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While I’m up I continue to walk around the small space of the back of the coffee shop. There’s an old piano with a bench covered in itchy looking fabric. Where sheets of music are meant to be, there are business cards placed along the ledge. I almost pick up one of a woman who connects to spirits, but then decide there are no spirits I need to reach out to, so I leave it for someone who really needs her services. I do, however, pick up a business card of a woman who claims to be able to “facilitate my self-healing” and also a card from the Colorado Ballet where their slogan on the bottom of the card is “Drink Beer, Dance, Conquer.” Smiling as I take my new finds back to my area, I sink down into the couch and pull out my laptop.

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the fiction

Billy laid his forearms on the sticky wood glazed bar of the dark dance hall. A Johnny Cash album played quietly from the turntable in the corner. Despite the warm bright morning, the hall was dark and cold. Before his first dance class, Billy liked to get to work early and have a bourbon at the bar. He’d been leading dance classes for 20 years, and just two years ago he bought this place from an old man whose wife had just passed. The old man was happy to hear Billy’s plans for the place. “Babe loved to dance. She would be happy to see this dump of a bar used for dancing.” Billy remembers the old man saying this, looking off into the distance for a good 30 seconds, and then handed Billy the keys saying, “Good luck, son.”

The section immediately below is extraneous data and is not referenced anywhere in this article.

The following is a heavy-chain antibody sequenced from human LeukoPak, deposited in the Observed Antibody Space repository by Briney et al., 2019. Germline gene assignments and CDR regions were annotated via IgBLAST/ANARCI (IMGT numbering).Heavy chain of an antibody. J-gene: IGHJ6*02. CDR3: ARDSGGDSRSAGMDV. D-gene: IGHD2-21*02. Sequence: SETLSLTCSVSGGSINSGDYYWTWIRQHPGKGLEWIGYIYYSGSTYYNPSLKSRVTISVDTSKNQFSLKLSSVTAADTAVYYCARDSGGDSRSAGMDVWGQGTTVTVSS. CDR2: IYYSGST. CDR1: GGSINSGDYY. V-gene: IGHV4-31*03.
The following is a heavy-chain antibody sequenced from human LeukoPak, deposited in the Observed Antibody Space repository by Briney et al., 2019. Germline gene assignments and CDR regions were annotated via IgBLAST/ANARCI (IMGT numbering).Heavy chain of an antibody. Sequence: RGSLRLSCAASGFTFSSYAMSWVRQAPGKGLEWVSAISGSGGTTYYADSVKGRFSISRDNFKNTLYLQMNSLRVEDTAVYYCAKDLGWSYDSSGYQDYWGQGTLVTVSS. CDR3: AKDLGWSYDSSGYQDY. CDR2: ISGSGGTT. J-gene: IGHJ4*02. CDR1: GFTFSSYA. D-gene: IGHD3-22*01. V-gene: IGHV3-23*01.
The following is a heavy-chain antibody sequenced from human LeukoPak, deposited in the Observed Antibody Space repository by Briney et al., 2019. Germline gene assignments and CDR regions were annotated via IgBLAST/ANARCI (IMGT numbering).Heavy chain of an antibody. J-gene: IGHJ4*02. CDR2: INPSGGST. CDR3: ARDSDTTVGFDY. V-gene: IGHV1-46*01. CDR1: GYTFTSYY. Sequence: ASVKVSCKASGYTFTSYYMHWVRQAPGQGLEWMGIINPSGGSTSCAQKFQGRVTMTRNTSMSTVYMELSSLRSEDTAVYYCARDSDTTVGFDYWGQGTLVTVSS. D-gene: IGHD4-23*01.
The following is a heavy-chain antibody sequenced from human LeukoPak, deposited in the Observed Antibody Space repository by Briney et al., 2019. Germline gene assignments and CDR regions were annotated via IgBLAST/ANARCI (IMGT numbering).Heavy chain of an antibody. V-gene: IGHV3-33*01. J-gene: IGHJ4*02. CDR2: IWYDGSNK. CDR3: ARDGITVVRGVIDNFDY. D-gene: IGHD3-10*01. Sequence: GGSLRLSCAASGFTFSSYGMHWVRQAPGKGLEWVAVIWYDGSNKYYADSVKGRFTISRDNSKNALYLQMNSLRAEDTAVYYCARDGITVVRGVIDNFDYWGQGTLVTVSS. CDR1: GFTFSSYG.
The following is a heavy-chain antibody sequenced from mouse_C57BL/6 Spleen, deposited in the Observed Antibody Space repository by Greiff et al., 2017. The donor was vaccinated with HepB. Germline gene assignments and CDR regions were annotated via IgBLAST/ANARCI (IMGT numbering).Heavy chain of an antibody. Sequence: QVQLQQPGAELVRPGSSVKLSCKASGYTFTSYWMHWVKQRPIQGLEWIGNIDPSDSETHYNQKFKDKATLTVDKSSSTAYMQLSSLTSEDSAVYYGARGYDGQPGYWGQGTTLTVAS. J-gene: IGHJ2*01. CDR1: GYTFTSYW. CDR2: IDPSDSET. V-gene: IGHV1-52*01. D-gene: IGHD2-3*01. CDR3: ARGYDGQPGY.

It took Billy three months to convert the old bar into a dance hall. He put in new wood flooring and painted the brick walls a deep red color. He put in a wall of mirrors across from the bar.  He left the old bar there, he liked it. Even though he couldn’t sell booze, he kept a stash of nice bourbon under the counter and would often drink either by himself or with some of his regular patrons after the late classes.